Student Access Center fills in accessibility gaps on campus

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It takes one push to open the doors to Regnier Hall, similar to other buildings on K-State's campus, demonstrating the university's accessibility. (Hannah Greer | Collegian Media)

Curving pathways and buildings that lack braille signage are just two obstacles Kaitlyn Cherry, senior in family studies and human services, faces on campus. Even with a seeing-eye dog, Cherry said without clear demarcations, there’s no telling where she may end up on campus since it’s common for pathways to split in three different directions.

“Being someone who is basically completely blind, it’s a pain in the butt,” Cherry said. “There’s no rhyme or reason to how campus is set up.”

Jason Maseberg-Tomlinson, director of the Student Access Center, said students with disabilities often encounter buildings lacking elevators and accommodating signage because many of Kansas State’s buildings are old.

“Over time, the change in buildings has significantly altered this campus, including updating older buildings and providing ramps, but there are some areas that may not have elevators,” Maseberg-Tomlinson said.

Cherry said while accessibility on campus could be a lot better, the Student Access Center has been extremely accommodating and enabled her to have a successful experience at K-State.

“The Access Center has been absolutely, positively wonderful,” Cherry said. “They’ve had my back ever since I’ve enrolled.”

The Student Access Center operates under the Americans with Disabilities Act and the Rehabilitation Act. It assists students with academic, transportation and housing accommodations. Maseberg-Tomlinson said the center also works with students to ensure they have an equitable experience outside of the classroom such as at on-campus lectures and events.

For Cherry, the Student Access Center has provided all of her textbooks in accessible formats like braille and electronic, and she said they’ve also been a good liaison when she needs help talking to a professor.

Cherry, who is a nontraditional student at 28 years old, said she applied to K-State because she became bored at her previous job as a cashier.

“I actually tried college one time in 2009 back in Tennessee, but it was horrible,” Cherry said. “I vowed for a long time not to return, but in 2014 I thought, ‘OK, I can’t stay in this job for the next 10 years; I’m going to lose my marbles.’”

After graduation this spring, Cherry said she plans to go into the couples and family therapy field.

While Cherry utilizes many of the services the center has to offer, Maseberg-Tomlinson said students are incredible advocates for themselves as well.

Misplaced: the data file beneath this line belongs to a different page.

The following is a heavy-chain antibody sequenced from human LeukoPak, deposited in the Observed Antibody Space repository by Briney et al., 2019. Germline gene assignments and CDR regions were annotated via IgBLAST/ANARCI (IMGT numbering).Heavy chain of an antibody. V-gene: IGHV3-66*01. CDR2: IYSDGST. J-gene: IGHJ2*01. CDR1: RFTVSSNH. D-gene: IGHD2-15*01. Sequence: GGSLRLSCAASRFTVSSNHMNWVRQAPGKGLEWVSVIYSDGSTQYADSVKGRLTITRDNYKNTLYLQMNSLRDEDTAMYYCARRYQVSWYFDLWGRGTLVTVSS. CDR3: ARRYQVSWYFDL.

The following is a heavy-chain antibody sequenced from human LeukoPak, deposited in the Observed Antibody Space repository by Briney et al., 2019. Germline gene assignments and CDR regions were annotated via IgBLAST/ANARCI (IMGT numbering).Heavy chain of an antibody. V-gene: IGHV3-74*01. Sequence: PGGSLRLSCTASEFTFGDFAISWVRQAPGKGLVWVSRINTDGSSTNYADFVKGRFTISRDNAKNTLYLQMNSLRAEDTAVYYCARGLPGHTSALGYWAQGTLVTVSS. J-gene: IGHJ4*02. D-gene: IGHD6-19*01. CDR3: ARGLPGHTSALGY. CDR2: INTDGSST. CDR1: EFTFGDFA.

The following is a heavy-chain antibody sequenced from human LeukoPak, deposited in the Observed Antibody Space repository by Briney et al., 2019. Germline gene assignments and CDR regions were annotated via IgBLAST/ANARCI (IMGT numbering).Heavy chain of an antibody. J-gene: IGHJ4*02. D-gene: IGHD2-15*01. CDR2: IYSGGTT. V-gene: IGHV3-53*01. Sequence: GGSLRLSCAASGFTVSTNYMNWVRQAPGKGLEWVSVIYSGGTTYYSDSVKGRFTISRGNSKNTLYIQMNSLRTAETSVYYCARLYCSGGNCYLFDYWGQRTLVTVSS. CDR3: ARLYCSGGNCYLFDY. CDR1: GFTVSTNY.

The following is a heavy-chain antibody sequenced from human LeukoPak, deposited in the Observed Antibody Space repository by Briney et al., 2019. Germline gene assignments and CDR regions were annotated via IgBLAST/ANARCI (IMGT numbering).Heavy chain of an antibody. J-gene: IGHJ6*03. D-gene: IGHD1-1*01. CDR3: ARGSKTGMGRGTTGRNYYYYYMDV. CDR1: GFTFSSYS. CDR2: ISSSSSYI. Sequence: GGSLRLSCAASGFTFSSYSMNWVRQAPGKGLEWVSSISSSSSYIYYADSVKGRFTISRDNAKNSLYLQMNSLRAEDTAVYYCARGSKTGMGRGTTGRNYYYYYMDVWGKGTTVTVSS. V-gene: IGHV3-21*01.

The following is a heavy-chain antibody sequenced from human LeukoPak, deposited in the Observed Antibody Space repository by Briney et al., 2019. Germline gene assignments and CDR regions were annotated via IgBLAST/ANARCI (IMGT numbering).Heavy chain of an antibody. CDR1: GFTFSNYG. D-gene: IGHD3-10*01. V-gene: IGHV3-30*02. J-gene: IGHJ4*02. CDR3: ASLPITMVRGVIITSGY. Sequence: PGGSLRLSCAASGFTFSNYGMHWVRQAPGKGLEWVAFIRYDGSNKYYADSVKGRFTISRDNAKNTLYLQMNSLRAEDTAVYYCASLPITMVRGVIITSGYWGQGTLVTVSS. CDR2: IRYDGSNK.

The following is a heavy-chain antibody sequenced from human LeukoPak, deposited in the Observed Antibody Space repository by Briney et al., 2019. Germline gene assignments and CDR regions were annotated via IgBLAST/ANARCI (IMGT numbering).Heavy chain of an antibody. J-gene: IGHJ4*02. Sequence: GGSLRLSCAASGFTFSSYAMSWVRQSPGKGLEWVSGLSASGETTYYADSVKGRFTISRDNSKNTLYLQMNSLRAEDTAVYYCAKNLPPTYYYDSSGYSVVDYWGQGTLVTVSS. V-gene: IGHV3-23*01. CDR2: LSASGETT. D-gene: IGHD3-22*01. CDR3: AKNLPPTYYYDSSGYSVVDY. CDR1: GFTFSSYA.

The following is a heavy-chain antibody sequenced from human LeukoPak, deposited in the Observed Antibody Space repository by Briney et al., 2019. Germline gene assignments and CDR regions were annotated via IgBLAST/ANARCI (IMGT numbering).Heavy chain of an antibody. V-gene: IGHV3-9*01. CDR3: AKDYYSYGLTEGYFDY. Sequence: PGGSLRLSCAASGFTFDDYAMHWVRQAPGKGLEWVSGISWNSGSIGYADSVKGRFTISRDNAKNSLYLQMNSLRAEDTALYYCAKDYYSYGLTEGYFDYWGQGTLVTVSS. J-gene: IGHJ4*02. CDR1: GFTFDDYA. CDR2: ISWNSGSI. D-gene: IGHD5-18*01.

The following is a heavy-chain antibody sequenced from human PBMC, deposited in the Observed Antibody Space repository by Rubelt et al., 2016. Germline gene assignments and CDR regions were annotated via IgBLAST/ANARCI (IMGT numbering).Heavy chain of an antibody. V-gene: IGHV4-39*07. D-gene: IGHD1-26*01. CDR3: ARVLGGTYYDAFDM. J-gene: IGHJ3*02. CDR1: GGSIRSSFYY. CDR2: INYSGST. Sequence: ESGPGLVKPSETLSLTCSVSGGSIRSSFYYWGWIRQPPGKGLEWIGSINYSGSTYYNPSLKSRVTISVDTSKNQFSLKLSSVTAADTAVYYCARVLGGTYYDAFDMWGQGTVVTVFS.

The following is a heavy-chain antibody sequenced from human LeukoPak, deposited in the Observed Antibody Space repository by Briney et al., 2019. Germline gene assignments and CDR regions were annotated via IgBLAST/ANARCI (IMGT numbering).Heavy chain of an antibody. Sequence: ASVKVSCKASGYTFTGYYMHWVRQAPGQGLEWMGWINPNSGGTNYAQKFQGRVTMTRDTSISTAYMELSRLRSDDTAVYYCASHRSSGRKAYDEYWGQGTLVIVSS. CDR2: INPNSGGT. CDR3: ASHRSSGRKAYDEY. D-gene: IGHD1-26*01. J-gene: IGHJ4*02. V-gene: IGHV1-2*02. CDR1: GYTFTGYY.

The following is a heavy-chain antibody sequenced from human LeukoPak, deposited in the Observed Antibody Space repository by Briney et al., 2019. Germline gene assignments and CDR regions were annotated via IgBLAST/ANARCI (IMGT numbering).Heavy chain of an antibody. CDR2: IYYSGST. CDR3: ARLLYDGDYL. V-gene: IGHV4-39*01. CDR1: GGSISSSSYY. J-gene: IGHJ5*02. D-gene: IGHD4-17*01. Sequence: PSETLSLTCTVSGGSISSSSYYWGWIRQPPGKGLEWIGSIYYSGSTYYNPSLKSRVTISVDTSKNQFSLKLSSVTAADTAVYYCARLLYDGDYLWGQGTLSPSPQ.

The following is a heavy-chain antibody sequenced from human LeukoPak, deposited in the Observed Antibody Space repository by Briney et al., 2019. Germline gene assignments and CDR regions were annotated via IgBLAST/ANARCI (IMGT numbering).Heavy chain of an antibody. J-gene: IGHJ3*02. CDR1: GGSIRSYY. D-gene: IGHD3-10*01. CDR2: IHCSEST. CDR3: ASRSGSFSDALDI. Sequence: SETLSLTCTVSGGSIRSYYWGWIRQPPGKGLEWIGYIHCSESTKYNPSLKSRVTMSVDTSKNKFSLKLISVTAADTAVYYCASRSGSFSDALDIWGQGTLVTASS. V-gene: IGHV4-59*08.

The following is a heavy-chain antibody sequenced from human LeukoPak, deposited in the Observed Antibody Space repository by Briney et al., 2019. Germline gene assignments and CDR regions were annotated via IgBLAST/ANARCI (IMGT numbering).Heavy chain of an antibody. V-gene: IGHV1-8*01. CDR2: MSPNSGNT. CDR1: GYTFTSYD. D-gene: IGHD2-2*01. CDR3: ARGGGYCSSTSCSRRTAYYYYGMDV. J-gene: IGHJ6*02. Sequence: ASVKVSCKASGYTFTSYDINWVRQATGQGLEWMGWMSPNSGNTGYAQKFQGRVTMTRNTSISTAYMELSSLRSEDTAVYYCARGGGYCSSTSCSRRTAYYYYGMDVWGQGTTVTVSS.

The center helps students with both permanent and temporary disabilities, and when Macy Eatinger, junior in elementary education, was preparing to undergo surgery last year she reached out to the Student Access Center about her situation.

Eatinger did not end up needing the assistance of the center after her surgery, but she said it was nice to have the readily available support on campus.

Maseberg-Tomlinson said the center emphasizes how every student’s needs are unique. What may work for one student, whether it be academic accommodations or facility accessibility, may not for another.

“We keep in mind that every student is different,” Maseberg-Tomlinson said. “For example, a hallway that may be accessible for one student, or a doorway, may not be for another.”

Looking forward, Maseberg-Tomlinson said facility accessibility and digital technology are two areas the Student Access Center will be advocating for.

“We play an important role in taking feedback from our students and our knowledge of the accessibility standards to advocate for change on campus,” Maseberg-Tomlinson said.

He said the center is currently looking at how to make classrooms more accessible, such as adding tables that are accessible for wheelchairs since a student with that type of impairment cannot sit in connected desks. Maseberg-Tomlinson also said the center will put a plan in place for the next year to update some of the restrooms across campus to make them more accessible.

Maseberg-Tomlinson, who has served as the director for two years now, said working with students to create an accessible environment is very rewarding at the end of the day.

“When you can create an equitable, accessible environment for a student and you’re working with a student to overcome a barrier, there’s a great joy when you see that student’s face as they realize this is going to work out, or that someone is listening to their concerns and going to help out,” Maseberg-Tomlinson said.

On the Student Access Center’s website, there is a form for students to report an access barrier on campus. Whether the barrier is digital or physical, the center follows up on any reported barriers and ensures that the information is passed on to the appropriate facilities.

“We can’t be everywhere at once, and it’s great when the community can help us out,” Maseberg-Tomlinson said.

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